Note: these results are still new and will need to be replicated and further studied by the scientific community. This whole thing may be nonsense, but I did some thinking on the impact if it’s true.
Researchers from Korea University have synthesized a superconductor that works at ambient pressure and mild oven-like temperatures (like 260 deg F, not a room I want to be in) with what they call a modified lead-apatite (LK-99) structure. This is a significant breakthrough as previous near-room-temperature superconductors required high pressures to function (the highest-temperature results before were at >1 million atmospheres), making them impractical for many applications. They are posturing for this to be a big deal: the authors published two papers about it concurrently: one with six authors, and one with only three. (as in Nobel prize 3)
You can read the paper here.
The modified lead-apatite (LK-99) structure is a type of crystal structure that achieves superconductivity from minute structural distortion caused by a slight volume shrinkage (0.48 %), not by external factors such as temperature and pressure. Their key innovation for letting electrons glide doesn’t come from low temp, or by squeezing together. It comes from an internal tension that forms as the material forms, just like the tempered glass of a car windshield.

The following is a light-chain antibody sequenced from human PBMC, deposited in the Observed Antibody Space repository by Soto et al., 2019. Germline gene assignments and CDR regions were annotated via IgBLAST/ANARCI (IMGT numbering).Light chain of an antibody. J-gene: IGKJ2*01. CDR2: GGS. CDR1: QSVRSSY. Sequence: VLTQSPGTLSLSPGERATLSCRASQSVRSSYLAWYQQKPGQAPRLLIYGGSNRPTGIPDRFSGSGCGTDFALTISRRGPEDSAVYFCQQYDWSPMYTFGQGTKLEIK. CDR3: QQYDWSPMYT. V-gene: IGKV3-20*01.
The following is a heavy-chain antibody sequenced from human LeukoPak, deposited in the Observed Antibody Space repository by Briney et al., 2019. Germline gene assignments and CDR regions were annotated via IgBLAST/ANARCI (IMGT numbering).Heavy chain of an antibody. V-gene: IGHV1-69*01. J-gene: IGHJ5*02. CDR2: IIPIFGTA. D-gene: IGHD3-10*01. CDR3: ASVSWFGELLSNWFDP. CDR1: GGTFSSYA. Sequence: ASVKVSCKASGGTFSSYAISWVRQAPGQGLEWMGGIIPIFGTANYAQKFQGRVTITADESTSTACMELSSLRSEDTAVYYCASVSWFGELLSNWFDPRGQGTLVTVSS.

This structure in particular is a specific arrangement of lead, oxygen, and other atoms in a pattern similar to the structure of apatite, a group of phosphate minerals that you might find in your teeth or bones.
The “modified” part comes in when researchers introduce another element, in this case, copper (Cu2+ ions), into the structure. This slight change, or “modification,” causes a small shrinkage in the overall structure and creates a stress that leads to the formation of superconducting quantum wells (SQWs) in the interface of the structure. These SQWs are what allow the material to become a superconductor at room temperature and ambient pressure.
Superconducting Quantum Wells (SQWs) can be thought of as very thin layers within a material where electrons can move freely. These layers are so thin that they confine the movement of electrons to two dimensions. This confinement changes the behavior of the electrons, allowing them to form pairs and move without resistance, which is the key characteristic of superconductivity. In essence, SQWs are the “magic zones” in a material where the amazing phenomenon of superconductivity happens.